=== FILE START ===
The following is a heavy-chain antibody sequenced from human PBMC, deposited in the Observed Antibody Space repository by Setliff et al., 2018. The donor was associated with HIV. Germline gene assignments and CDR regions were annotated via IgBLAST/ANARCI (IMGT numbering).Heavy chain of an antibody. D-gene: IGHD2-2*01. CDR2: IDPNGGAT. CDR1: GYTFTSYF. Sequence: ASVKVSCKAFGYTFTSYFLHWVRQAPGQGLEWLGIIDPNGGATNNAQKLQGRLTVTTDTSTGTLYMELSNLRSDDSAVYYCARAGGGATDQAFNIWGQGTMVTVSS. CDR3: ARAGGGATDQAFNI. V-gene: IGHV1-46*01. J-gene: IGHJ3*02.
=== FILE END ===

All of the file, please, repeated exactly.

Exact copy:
The following is a heavy-chain antibody sequenced from human PBMC, deposited in the Observed Antibody Space repository by Setliff et al., 2018. The donor was associated with HIV. Germline gene assignments and CDR regions were annotated via IgBLAST/ANARCI (IMGT numbering).Heavy chain of an antibody. D-gene: IGHD2-2*01. CDR2: IDPNGGAT. CDR1: GYTFTSYF. Sequence: ASVKVSCKAFGYTFTSYFLHWVRQAPGQGLEWLGIIDPNGGATNNAQKLQGRLTVTTDTSTGTLYMELSNLRSDDSAVYYCARAGGGATDQAFNIWGQGTMVTVSS. CDR3: ARAGGGATDQAFNI. V-gene: IGHV1-46*01. J-gene: IGHJ3*02.